The Real Problem: Stateless Applications Eat Developer Brains
The elephant in the room in all stateless architectures is that there is no such thing as "stateless." Pushing state out of the application server doesn't get rid of that state, it just forces you to manage it somewhere else. And, it does so at the expense of your most precious commodity: your poor developer brain. It's hard to write stateless applications. Even if it doesn't seem hard to you, the plain fact is that while you are busy dealing with the effects of a stateless architecture, you could instead be implementing new features and improving existing ones.
The reason externalizing data is hard is because all of the work of managing object state that the JVM used to do for you is now your explicit responsibility. You must now tell the clustering engine that you've made a change so that it may commit your changes to the cluster. And, before reading an object's state, you must remember to check it out of the clustering service.
Managing state data by hand is hard. That's why the JVM goes to so much trouble to do it for you.
Enter Terracotta: Code Like Your Mom Used to Make
What if you didn't have to do any of this funny business to get scalability and reliability? What if the JVM had access to a service that you could plug into to make its heap durable, arbitrarily large, and shared with every other JVM in your application tier? Enter Terracotta, network-attached, durable virtual heap for the JVM. In the spirit of full-disclosure, I'm a co-founder of Terracotta and work there as a software developer.
Terracotta is an infrastructure service that is deployed as a stand-alone server plus a library that plugs into your existing JVMs and transparently clusters your JVM's heap. Terracotta makes some of your JVM heap shared via a network connection to the Terracotta server so that a bunch of JVMs can all access the shared heap as if it were local heap. You can think of it like a network-attached filesystem, but for your object data; see Figure 1.
The Terracotta server handles keeping your clustered object data persistent and coherent and coordinating threads across attached JVMs. The Terracotta client libraries use standard bytecode manipulation techniques to make your existing code cluster aware. All of this is done transparently, driven by a declarative configuration file or through annotations, not through an intrusive API.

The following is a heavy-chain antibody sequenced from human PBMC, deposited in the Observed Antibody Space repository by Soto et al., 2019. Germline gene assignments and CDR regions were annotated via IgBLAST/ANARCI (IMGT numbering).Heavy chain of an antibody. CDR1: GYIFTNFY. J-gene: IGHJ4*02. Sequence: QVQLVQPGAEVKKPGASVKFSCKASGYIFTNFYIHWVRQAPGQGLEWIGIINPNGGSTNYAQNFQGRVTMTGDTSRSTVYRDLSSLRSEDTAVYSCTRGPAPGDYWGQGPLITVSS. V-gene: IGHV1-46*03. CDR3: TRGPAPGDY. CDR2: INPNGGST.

Terracotta manages the clustered virtual heap the same way the JVM manages the physical heap. Field updates to clustered objects are automatically and efficiently distributed by Terracotta to the cluster so that all participating JVMs have an up-to-date and stable view of your object data. Terracotta also manages thread interaction between JVMs by making your synchronized(), wait(), and notify() calls cluster aware.
Your code thinks it's talking to threads and objects in the local JVM. Terracotta lets you deploy that same code on as many JVMs as you need to meet your capacity demands without having to write a "stateless" application.
A Terracotta Case Study
To see how this works in the real world, let's take a look at how a large publishing company recently used Terracotta to solve a critical database overload problem in their stateless web application.
The application in question is a test proctoring service that holds examinations for up to 5000 concurrent users. Before using Terracotta, the application was deployed using a stateless architecture backed by a relational database. As users proceeded through the examination, their answers were committed to the database so no in-flight examinations would be in jeopardy should one of the application servers go off-line.
At that level of traffic, the database was already at 70 percent utilization. However, the business was growing and the forecast of double the number of concurrent users in a matter of months presented the application team with a choice between scaling up the overloaded database at a significant cost or investigating some sort of alternative scale-out architecture.
The application team settled on using Terracotta to store the in-flight examination data in the durable virtual heap. They were able to keep state data -- the incomplete examination -- as plain Java objects until the examination was over at which time the results were posted all at once to the database. By eliminating the chatter with the database during the examination, they were able to double the number of concurrent users and simultaneously reduce their database utilization from a hot 70 percent to a much cooler 30 percent.